>[Update: See Richard Scott Nokes’s blow-by-blow account of one of the “activities” of this promotional item here. And he found the PDF of the poster online, so if you want, you can read the whole thing here.]
So yesterday in my campus mail I got a promotional poster/lesson plan (Meets National Standards! it says) for Beowulf the Movie. It urges me to let the fine folks at Paramount help me introduce a “classic of English literature” to my students. It has “activities” for K-12 and discussion questions for high school and college classes. I’ve got to scan part of this and post it here because it’s too freakin’ hilarious and troubling at the same time. One of my students, by the way, was outraged and offended that they’d send such a thing “to a specialist!” And it does seem that they sent it to me precisely because I’m a medievalist.
But aside from the whole problem of “Just show the movie — they’ll like it more!” issue, or the issue of the conflation of film adaptation and poem, I got fascinated by the “character description” of Grendel on this thing. They tried really hard to do an old-fashioned, 8th-grade level “character sketch” for him, which is funny in and of itself. But the weird bit was the “origin” section, which said Grendel was the offspring of Hrothgar and a succubus (a half-woman, half-demon, they said). Isn’t that the same “back story” that the Beowulf and Grendel movie gave Grendel? Or no, wait, was it that Hrothgar and Grendel’s human dad were friends and Hrothgar raised Grendel as a foster-dad? At any rate, I’m fascinated by the fact that both films need to give some cause-and-effect explanation for Grendel’s murderous rage, a la a slasher film villain’s motivation. Why? Doesn’t that domesticate him a bit? Isn’t he scarier without motivation other than his seething hate?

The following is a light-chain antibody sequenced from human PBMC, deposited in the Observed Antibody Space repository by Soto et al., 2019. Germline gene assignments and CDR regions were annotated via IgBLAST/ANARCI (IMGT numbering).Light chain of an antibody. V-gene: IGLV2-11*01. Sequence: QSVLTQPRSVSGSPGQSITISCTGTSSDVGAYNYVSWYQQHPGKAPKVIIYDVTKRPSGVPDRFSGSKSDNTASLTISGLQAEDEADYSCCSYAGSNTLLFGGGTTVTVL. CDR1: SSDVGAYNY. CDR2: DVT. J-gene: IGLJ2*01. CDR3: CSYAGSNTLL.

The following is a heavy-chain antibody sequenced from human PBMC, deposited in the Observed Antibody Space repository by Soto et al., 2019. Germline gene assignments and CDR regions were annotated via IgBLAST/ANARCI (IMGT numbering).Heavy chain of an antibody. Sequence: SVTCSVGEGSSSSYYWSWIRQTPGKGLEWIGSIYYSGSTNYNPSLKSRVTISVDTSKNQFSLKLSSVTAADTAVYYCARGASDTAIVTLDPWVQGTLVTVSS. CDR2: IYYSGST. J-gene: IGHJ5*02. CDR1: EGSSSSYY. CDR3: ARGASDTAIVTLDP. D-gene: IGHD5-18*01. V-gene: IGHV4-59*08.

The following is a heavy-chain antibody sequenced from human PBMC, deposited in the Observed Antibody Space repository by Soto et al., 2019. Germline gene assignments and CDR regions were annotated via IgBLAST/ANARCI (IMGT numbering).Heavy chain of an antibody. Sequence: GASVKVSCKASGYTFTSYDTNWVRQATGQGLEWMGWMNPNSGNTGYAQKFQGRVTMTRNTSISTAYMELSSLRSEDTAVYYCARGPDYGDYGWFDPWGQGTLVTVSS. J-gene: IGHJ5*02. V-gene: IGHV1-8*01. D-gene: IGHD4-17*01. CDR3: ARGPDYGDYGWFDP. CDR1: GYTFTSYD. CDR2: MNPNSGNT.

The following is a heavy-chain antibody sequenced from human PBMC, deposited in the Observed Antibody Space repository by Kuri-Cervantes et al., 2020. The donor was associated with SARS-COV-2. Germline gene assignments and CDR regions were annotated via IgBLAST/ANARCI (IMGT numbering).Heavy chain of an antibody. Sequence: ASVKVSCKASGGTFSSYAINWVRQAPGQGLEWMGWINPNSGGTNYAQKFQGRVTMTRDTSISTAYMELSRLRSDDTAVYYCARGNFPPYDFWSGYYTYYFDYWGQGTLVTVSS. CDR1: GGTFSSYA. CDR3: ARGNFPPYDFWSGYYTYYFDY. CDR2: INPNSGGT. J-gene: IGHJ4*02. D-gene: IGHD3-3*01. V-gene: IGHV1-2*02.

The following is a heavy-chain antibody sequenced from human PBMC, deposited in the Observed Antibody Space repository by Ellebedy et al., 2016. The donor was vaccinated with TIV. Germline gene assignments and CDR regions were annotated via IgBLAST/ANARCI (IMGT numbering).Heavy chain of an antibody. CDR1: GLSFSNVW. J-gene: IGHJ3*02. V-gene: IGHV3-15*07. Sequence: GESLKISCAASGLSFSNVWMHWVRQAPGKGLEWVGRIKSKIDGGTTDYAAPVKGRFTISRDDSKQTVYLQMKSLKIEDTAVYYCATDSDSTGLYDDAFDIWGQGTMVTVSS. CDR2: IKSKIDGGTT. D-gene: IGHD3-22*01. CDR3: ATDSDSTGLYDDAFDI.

I had a similar experience when I watched the 13th Warrior* with a screenwriter friend (not the famous one, for those who know). This friend couldn’t understand where the Grendel-inspired creatures were “coming from” (in the motivational sense) and found it a flaw in the film that there was no motivation for them. Given that Crichton (author of Eaters of the Dead, the basis for the movie) and the screenwriters had made Grendel into a race of proto-homo-sapien wild men, I thought it was pretty clear that they were supposed to express some atavistic quality in humanity or some primal element that we weren’t as evolved from as we thought (much as Grendel and his mother work in the poem itself), but that wasn’t enough for my friend, who needed a reason, preferably with psychological motivation to it.
Everyone wants to explain why bad things happen to good people, and to say that the things that go bump in the night have some logical explanation (even when it is a murderous monster). But the scariest works of literature and film — including Beowulf the poem — are the ones that realize our most irrational nightmares have great impossible truth to them.
*This is currently still my favorite movie inspired in part by Beowulf‘s plot, not counting the Beowulfian elements of Lord of the Rings. But I’m much more a fan of The 13th Warrior than Eaters of the Dead, which also has too much of that need to be deadeningly explanatory.